Pathology of the Gastrointestinal Tract

2017 Edition
| Editors: Fátima Carneiro, Paula Chaves, Arzu Ensari

Juvenile Polyp, Upper Gastrointestinal Tract

  • Helena Baldaia
Reference work entry
DOI: https://doi.org/10.1007/978-3-319-40560-5_1603

Definition

Juvenile polyps are hamartomatous polyps of the gastrointestinal (GI) tract. As such, they are composed of indigenous elements to the site of origin, although arranged in a malformed manner.

Juvenile polyps can appear as solitary sporadic polyps of the colon or, less frequently, in the context of a generalized polyposis syndrome, juvenile polyposis (JP). The diagnostic criteria established for juvenile polyposis are:
  1. 1.

    More than three to five juvenile polyps of the colorectum

     
  2. 2.

    Juvenile polyps throughout the gastrointestinal tract

     
  3. 3.

    Any number of juvenile polyps with a family history of juvenile polyposis (Offerhaus and Howe 2010)

     

JP can be clinically divided into three subtypes. The rare juvenile polyposis of infancyis a generalized polyposis syndrome usually diagnosed before the age of 2. These infants suffer from diarrhea, hemorrhage, malnutrition, and intussusception. Death occurs at an early age, and many of these patients have associated congenital anomalies...

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References and Further Reading

  1. Brosens, L. A., Langeveld, D., van Hattem, W., et al. (2011). Juvenile polyposis syndrome. World Journal of Gastroenterology, 28(17), 4839–4844.CrossRefGoogle Scholar
  2. Calva, D., & Howe, J. (2008). Hamartomatous polyposis syndromes. The Surgical Clinics of North America, 88(4), 779.CrossRefPubMedPubMedCentralGoogle Scholar
  3. Fenoglio-Preiser, C. M., Noffsinger, A. E., Stemmermann, G. N., Lantz, P. E., & Isaacson, P. G. (2008). Polyposis and hereditary cancer syndromes. In J. McGouh & J. Pine (Eds.), Gastrointestinal pathology an atlas and text (pp. 704–724). Philadelphia: Lippincott Williams & Wilkins.Google Scholar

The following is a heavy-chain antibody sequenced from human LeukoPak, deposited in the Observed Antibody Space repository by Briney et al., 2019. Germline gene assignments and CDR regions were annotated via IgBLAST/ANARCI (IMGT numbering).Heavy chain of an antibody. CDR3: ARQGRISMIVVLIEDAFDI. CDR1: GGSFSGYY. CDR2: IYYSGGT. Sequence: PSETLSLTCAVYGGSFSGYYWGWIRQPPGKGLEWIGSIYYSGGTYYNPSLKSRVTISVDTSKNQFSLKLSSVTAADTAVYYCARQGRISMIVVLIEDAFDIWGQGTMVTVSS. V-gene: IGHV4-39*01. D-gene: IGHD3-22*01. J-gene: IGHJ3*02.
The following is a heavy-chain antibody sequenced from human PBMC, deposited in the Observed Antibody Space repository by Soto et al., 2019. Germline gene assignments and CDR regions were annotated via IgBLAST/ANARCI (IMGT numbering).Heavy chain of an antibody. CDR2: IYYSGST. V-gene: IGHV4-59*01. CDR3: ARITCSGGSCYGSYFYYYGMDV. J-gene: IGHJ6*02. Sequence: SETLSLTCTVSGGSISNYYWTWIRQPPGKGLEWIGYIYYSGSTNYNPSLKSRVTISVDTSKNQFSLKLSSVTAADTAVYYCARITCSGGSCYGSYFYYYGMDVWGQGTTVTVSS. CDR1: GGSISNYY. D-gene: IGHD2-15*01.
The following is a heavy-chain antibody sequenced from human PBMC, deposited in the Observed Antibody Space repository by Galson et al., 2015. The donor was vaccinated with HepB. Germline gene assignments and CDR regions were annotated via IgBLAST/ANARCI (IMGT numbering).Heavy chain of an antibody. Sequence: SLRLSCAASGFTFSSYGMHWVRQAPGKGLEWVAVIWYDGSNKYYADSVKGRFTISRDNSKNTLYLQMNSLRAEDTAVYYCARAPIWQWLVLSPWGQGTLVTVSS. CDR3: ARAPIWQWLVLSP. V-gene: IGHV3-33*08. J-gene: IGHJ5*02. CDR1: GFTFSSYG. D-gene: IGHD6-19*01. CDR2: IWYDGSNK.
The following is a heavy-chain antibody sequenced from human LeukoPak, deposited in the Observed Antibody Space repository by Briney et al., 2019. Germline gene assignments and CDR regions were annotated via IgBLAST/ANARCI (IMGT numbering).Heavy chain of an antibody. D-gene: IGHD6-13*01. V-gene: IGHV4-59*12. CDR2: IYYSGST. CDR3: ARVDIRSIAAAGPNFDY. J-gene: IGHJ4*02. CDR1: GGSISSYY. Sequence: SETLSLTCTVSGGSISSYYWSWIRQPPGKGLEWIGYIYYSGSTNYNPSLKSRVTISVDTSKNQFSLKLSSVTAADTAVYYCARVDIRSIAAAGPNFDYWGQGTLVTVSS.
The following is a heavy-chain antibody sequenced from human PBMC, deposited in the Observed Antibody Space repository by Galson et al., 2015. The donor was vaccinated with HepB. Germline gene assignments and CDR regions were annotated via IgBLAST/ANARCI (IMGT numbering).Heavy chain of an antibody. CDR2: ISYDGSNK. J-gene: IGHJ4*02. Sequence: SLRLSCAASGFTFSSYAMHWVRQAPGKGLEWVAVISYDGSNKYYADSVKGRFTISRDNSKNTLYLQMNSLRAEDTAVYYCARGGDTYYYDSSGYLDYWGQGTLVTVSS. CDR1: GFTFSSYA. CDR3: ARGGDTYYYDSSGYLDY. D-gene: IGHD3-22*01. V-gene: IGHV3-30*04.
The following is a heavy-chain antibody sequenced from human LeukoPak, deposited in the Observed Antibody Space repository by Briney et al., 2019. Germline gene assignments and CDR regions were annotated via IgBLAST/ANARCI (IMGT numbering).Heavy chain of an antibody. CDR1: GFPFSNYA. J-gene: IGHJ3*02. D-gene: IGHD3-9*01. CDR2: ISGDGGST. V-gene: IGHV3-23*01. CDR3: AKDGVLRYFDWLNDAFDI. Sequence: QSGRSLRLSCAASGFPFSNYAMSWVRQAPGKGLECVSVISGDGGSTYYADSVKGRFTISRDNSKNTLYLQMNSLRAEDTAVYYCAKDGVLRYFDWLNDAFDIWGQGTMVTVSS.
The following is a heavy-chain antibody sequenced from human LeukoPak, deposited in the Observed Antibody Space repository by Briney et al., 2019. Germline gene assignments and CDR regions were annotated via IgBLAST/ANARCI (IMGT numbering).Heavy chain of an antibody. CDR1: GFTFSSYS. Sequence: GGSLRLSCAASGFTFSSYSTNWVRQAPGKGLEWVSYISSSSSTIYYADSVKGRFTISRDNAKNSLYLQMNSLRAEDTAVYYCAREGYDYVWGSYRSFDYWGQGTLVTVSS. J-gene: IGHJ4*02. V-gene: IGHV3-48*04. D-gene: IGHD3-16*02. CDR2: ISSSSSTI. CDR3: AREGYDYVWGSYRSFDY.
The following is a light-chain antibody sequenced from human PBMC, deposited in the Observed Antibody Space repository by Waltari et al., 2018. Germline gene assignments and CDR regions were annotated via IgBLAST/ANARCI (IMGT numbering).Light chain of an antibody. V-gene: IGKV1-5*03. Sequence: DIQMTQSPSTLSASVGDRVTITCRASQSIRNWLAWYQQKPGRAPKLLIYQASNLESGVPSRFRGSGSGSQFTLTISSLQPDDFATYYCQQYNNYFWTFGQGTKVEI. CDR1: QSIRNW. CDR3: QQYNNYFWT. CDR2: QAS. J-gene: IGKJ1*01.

4. Gammon, A., Jasperson, K., Kohlmann, W., & Burt, R. W. (2009). Hamartomatous polyposis syndromes. Best Practice & Research Clinical Gastroenterology, 23(2), 219–231.CrossRefGoogle Scholar
  5. Hornick, J. L., & Odze, R. D. (2009). Polyps of the large intestine. In R. Odze & J. Goldblum (Eds.), Surgical pathology of the GI tract, liver, biliary tract and pancreas. Philadelphia: Saunders.Google Scholar
  6. Iacobuzio-Donahue, C. A. (2012). Gastrointestinal polyposis syndromes. In C. A. Iacobuzio-Donahue, E. Montgomary, & J. R. Golblum (Eds.), Gastrointestinal and liver pathology (pp. 399–402). Philadelphia: Saunders.Google Scholar
  7. Offerhaus, G. J. A., & Howe, J. R. (2010). Juvenile polyposis. In F. T. Bosman, F. Carneiro, R. H. Hruban, & N. D. Theise (Eds.), WHO classification of tumours of the digestive system (pp. 166–167). Lyon: IARC.Google Scholar

Copyright information

© Springer-Verlag Berlin Heidelberg 2017

Authors and Affiliations

  1. 1.Serviço de Anatomia PatológicaCentro Hospitalar de São JoãoPortoPortugal